Monte-Carlo or Bust

Monte-Carlo simulations are “computational algorithms that rely on repeated random sampling to obtain numerical results”. The further definition is even more off-putting for non-mathematicians! I will attempt to explain in layman’s terms how an MC Sim is a useful tool in determining accurate percentages and thus, true odds.

A good example of how you can utilise an MC Sim was how I once used it for the 2010 World Cup. Firstly I handicapped the teams in terms of goal superiority. For example, if we top rate Spain, they were on 0.00. Germany may have been 0.2 (0.2 goals inferior to Spain), Brazil 0.3, England 0.6 etc. I then used previous World Cup data to calculate the average goals per game in 1st group game, 2nd group game, 3rd group game, QF, SF, Final. This gave me a prediction for every group game in terms of superiority and total goals. Finally I programmed the draw into the MC sim.

The next stage is to simply decide how many iterations (the number of times the Sim plays the tournament) and hit the Start Button.  Playing the World Cup 10,000 times according to the inputs gave us the % chance of any criteria we wished (winner, group winner, number of goals etc). As the tournament progressed, I had actual results to input as well as altered handicap marks. After every game I would run the MC Sim 10,000 iterations, get the updated percentage chances and bet accordingly. I must have played half a million World Cups!

Interestingly, some markets very closely reflected the MC Sim calculations and yet others were consistently awry. We simply built up big positions over time. Even when you used the handicap marks of the spread companies (which obviously represent the market consensus) there were still some market inefficiencies highlighted by the MC Sim. Admittedly, they tended to be the smaller, more obscure markets, but nevertheless, they were of considerable interest and suggest the market is not always efficient!

The financial markets I trade are an excellent space in which to utilise a MC Sim. You can test a system of trading over 40 years and thousands of trade and believe you are on to a winner! Now put the system through an MC Sim that juggles the results a little….and iterate 50,000 times. The picture is often very different. The real results may lie in the top 10% of the range of potential results thrown up by the 50,000 iterations! Suddenly you may not be so confident as the likelihood of the real results being repeated is just 1 in 10!

How could an Monte-Carlo simulations be used in horse racing? It can be used to produce an odds line. If you can assign ratings to horses and a range away from that rating can be produced by a normal distribution. To understand a normal distribution, think of the height of the male population on a bar graph. The average is 5 foot 10 inches and this height has the most numbers. This will be followed by 5 feet 11 inches and 5 feet 9 inches. The graph looks like a bell with an equal number either side of the 5 feet 10 inches. So, if you assign a horse a rating of 80, then that is its most likely performance, the next most likely is 79 or 81, then 78 or 82 etc, with progressively less chance of running to ratings further away from 80. For racehorse ratings, a more accurate method is to use a negative skewed distribution. Without getting too technical, for racehorse performance, a negative skewed distribution is more accurate than a normal distribution, because a horse is more likely to run below its expected rating than above it. A negative distribution means that 79, 78 77, 76 are more likely than 81, 75,74,73 are more likely than 82 and so on. This is certainly true of exposed horses, but less so of progressive 2 and 3 year olds, when further adjustments are judicial.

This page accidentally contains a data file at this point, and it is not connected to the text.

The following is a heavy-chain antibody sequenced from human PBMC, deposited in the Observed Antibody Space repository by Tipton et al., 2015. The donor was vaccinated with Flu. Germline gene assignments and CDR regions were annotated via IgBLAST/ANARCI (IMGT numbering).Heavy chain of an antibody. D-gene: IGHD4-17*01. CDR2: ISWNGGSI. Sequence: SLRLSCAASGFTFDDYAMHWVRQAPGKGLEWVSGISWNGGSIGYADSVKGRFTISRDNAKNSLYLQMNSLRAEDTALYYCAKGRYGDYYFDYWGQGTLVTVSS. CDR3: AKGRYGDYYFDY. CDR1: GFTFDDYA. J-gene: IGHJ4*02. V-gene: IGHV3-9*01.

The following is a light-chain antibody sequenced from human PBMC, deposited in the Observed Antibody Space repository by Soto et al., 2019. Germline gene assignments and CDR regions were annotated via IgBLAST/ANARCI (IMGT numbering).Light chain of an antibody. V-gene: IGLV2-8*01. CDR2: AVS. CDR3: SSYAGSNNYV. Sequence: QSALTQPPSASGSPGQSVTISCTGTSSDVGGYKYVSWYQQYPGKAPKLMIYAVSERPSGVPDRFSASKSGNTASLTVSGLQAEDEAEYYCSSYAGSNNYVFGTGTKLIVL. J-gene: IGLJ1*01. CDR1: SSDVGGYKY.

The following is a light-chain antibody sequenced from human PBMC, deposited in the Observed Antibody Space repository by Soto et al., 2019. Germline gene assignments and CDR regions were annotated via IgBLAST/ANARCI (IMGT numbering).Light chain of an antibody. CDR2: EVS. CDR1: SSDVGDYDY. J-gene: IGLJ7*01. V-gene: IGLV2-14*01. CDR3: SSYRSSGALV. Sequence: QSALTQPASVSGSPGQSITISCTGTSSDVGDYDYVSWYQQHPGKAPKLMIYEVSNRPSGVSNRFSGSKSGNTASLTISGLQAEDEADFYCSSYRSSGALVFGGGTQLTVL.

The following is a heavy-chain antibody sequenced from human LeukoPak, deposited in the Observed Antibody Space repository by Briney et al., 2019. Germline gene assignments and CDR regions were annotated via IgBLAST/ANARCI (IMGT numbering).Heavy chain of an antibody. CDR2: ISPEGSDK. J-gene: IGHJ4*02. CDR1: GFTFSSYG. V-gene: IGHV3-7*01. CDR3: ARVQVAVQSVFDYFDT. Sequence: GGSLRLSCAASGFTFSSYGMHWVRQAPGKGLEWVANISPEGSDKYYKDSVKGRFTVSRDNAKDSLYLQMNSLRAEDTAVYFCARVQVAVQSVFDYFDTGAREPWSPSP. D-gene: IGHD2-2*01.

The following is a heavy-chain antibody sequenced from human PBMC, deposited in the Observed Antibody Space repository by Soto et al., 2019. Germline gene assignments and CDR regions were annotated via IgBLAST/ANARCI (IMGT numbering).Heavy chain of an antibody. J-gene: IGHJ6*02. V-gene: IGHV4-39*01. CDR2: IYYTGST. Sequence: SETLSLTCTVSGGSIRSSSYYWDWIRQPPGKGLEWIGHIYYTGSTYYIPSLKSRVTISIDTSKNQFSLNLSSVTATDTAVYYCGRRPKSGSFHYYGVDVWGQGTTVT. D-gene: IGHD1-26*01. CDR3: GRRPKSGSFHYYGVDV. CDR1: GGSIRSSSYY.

To understand this, let us play with some numbers……

Shergar 90…..4/5
Mill Reef 85….11/4
Sea Bird 80…..15/2
Dancing Brave 75…20/1
The Minstrel 70…..100/1


 The MC Sim has run the race 10,000 times and gives you a % chance based upon the ratings. That percentage is then converted into true odds.

To illustrate the point above re negative skewed distributions, let us assume we have a lightly raced, but progressive horse in the race…..let us make Mill Reef lightly raced and progressive. The ratings don’t change but the distribution we apply does. The change can be dramatic. Mill Reef’s percentage chance rises to 45% and he becomes the horse with the best chance, despite having a figure 5lb below Shergar. This is because he has a greater chance of running above his 85 than Shergar does of running above his figure of 90.

Shergar 90….11/8
Mill Reef 85….6/5
Sea Bird 80….12/1
Dancing Brave 75….25/1
The Minstrel 70….100/1


There are downsides to this approach, but, in general terms, it is a method to produce an accurate odds line. Horse racing has many variables that effect the result, some we can incorporate into any ratings….likely effect of ground, distance, draw, jockeyship, fitness etc….but others are more tricky…pace of the race, current well-being of the horse etc.

The Monte-Carlo simulation is only as accurate as the information that is fed into it, but is a great tool for converting that information into real percentages and thus odds.